As a company, we have applied machine learning techniques in the areas of fault diagnosis and predictive maintenance (in other words, the ability to predict remaining useful life of components).
Starting with the first, we were able to detect piston scuffing, through the liner wall temperatures. We began with a historical dataset of many engines and various operating conditions, which we used to train the algorithm, by labeling “normal” operation, “pre-high friction” and “high friction” regimes. Once the machine learning algorithm was trained, it was then put in action.
Hence, during operation, by simply measuring (monitoring) the equivalent parameter that one used to train the algorithm, one is able to detect, according to the evolution of the sensor reading, at which stage the phenomenon actually is. Initially, in a real-life situation, everything is “green” denoting normal operation and then when the signal starts oscillating, the algorithm is able to predict a pre-high friction area, warning the operator in advance to perhaps increase lubrication. If nothing is done and the phenomenon continues, the algorithm will detect operation into a high friction area, possibly leading towards scuffing.
The second example is what is termed predictive maintenance, for instance, in the case of an exhaust valve. The historical dataset to train the Machine Learning algorithm in this case are monitoring data of related parameters, running hours, wear measurements and replacement events. Then, during operation, by monitoring these parameters and tracking the running hours of the components, one can actually predict wear estimation without measuring and also remaining useful life of the component itself. By comparing the remaining useful life predicted for a particular component to its planned maintenance schedule, depending on the outcome, one can either extend the useful life or preventively ad-hoc implement a maintenance task.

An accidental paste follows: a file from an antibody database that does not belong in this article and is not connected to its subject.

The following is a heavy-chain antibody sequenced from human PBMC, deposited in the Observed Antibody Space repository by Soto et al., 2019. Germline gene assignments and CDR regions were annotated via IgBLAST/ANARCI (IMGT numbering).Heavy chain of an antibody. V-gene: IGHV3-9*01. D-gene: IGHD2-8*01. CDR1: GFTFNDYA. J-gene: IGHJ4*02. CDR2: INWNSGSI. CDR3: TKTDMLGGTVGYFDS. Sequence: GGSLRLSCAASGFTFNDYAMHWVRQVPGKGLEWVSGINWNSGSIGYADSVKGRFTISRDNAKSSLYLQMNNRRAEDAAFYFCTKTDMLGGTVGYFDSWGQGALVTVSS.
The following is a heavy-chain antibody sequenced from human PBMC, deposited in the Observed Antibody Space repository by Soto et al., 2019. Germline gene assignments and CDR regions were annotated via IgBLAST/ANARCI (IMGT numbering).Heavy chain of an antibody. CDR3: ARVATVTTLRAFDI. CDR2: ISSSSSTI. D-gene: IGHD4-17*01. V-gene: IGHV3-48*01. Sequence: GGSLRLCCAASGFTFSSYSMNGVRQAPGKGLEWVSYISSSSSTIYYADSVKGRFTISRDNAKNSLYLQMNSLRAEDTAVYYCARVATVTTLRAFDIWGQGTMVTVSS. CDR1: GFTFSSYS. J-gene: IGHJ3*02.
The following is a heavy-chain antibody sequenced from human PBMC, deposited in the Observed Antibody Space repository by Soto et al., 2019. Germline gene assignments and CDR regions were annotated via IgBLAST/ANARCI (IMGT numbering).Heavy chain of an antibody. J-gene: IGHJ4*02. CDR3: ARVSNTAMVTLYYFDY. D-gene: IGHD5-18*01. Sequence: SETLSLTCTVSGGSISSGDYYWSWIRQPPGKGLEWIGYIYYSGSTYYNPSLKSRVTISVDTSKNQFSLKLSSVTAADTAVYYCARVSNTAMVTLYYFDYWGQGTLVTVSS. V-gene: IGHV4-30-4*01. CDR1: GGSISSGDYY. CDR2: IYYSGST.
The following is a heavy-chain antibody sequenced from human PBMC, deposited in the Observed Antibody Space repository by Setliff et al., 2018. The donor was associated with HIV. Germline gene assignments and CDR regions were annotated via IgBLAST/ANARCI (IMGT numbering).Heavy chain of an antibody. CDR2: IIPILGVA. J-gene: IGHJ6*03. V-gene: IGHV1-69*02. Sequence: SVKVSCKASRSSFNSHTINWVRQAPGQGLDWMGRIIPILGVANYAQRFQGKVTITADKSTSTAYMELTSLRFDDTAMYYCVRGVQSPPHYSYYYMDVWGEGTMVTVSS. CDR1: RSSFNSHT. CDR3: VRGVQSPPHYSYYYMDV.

In closing, machine learning is a very useful tool and it is actually becoming quite standard in our industry. What we should not forget, however, is that it should always go hand-in-hand with core engineering and human expertise.
View Dr. Panos Theodossopoulos’ presentation during the last SMART4SEA Conference at
The views presented hereabove are only those of the author and not necessarily those of SAFETY4SEA and are for information sharing and discussion purposes only.
Panos is a Founding Partner & the CEO of Propulsion Analytics. He has held several management positions in Sales, Business Development, Services and Marketing, in the ICT sector, both in Greece and abroad. He has served as Director of Public Sector Sales and Director of Technology at Microsoft Hellas, where he worked for eight years and, more recently, he was General Manager of the Cloud Division of SingularLogic and then held the Country Manager in Logicom Solutions in Greece. He holds a M.Sc. in Mechanical Engineering from Tufts University, Boston, and a Ph.D. in Mechanical Engineering from Imperial College, London.